Why They Will NOT Let Me Run The UN
by Gina Valley
My 2 youngest decided to have a discussion on the way to their sister’s basketball game last week.
It was a rather lengthy discussion. In fact, some (me, for instance) might say it was a marathon-bicker-fest or a non-stop-argument or a major-pain-in-the-neck-for-everyone-unlucky-enough-to-be-within-earshot.
They had bubbled close to the surface for a week before they burst into that full boil crab fest . Just my luck that they decided to do it while we were all trapped in our van on the way to my 15 year old’s basketball game.
Now by “we” I mean me, all of my kids, and half of the basketball team. And, by “trapped” I mean we were suddenly stuck in stop and stop traffic (that’s like stop and go traffic, except you don’t go). There was no way I could pull off of the freeway for a quick stare-of-death or MML (Major Mom Lecture).
So, as my OCD stress-level was flying off the charts, worrying that we’d not only be late for the team’s call time, but quite possibly miss the game altogether, I was serenaded by the sound of 2 boys bickering non-stop, to really push me to the edge of insanity.
What were they arguing so intensely about that they had nearly come to blows, and were driving everyone insane?
The color of the sky, how big a sea eagle is, who saw the funny cloud first, whether one of them was breathing too loudly, if trumpets or saxophones are better, long socks VS short socks, which color mouth guard works best, who woke up first, who slept on the sofa the most times, which episode of Kickin’ It is the best, what kind of stuffing is in the coats you wear to Antarctica, which flightless bird is the meanest, and on and on and on in a desperate, unending cycle of negativity that made me want to stick my finger in my eye.
Oh. My. Gosh.
Judging by the way they were trying not to laugh, I could tell the basketball team members riding with us found my youngest boys’ crabby antics hysterical. Clearly, none of them had little brothers or sisters.
My own children made no effort to hide their feelings about their little brothers’ behavior. They alternated laughing at them with hollering at them to “Knock it off!” Both reactions served to add fuel and energy to the grumps’ fire.
I was busy oscillating between shock that my sons would behave so terribly in front of “company,” and constantly recalculating what time we’d be at the game if traffic suddenly disappeared (which it never did) (until we were off of the freeway and a couple of hundred feet away from the gymnasium door).
Nothing swayed the foul tide rushing out of my 2 darling, young sons. I tried bribing, explaining, scolding, guilting. Nothing worked.
I made them change seats, so that they were in different rows, thinking the whole “out of sight, out of mind thing” might apply to children who have lost their minds. It did not. Instead of creating sudden peace, changing seats just provided distance to encourage throwing things at each other, and yanking hair and seatbelts.
I hate to admit that, after one of the offenders screamed that his brother needed anger management classes, I yelled towards my spewing offspring, who were, luckily for them, seated near the rear of our van “If you don’t knock it off, I’m going to pull over and show you some anger management right here on the side of the freeway!”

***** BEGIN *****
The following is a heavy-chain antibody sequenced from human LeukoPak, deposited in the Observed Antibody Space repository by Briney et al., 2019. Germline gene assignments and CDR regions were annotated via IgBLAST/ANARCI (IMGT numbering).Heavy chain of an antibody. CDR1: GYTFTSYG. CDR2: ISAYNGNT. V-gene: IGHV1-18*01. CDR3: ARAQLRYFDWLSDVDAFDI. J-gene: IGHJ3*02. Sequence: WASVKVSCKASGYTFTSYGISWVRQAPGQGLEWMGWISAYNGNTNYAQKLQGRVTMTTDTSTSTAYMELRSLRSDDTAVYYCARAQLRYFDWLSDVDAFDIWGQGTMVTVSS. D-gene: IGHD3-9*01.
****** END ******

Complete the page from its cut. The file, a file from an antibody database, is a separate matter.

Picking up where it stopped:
This brought peals of laughter from the basketball team, and caused my 2 grumpy sons to sink lower into their seats. Of course, it did not diminish their arguing.
I kept thinking “Lord Jesus, don’t come today!” I’d hate to go out on that note.
As I sat trapped in traffic listening to my 2 minions continue to grumble, I remembered a comedian saying that his dad used to keep a fly swatter in the car to reach kids in the backseat. I made a mental note to buy a fly swatter, preferably with an extra-long extension handle, as soon as possible. I knew I’d never use it, but it would be a great “Peace through Strength” kind of thing, or, I guess more a “Peace through Realizing Mom Can Get Us While She’s Driving” kind of thing.
My boys argued the entire hour and 15 minutes we spent going to the basketball game.
They argued walking from our van into the gymnasium.
They argued through the entire basketball game (even though I seated them at opposite ends of the bleachers) (honestly, their charade and lip-reading skills, which allowed them to continue arguing from such a distance, would have been impressive had they not been so infuriating).
They argued walking from the gymnasium back to our van.
They argued as we drove onto the freeway to head for home.
Then, they stopped. Suddenly.
No slow down. No warning.
Just a seize and desist so sudden that all of us trapped in the van with them, me, my kids, half of the basketball team, nearly got whiplash craning our necks to see what had caused the sudden drop in din.
My young progenies were leaning against each other, hands folded peacefully in their laps, smiling, and sound asleep.
It was such an insane and sudden change that I had the urge to burst out laughing, but I didn’t dare.
My oldest son expressed what I’m sure all of us hostages were feeling, “If anyone wakes them up, I will pull over and show you some anger management on the side of this road.”
My thoughts, exactly.
Laugh Out Loud!
Have you had a meltdown in traffic? Have your kids had a marathon argument? How did you handle it? Shoot me a comment. I’m looking forward to hearing all about it.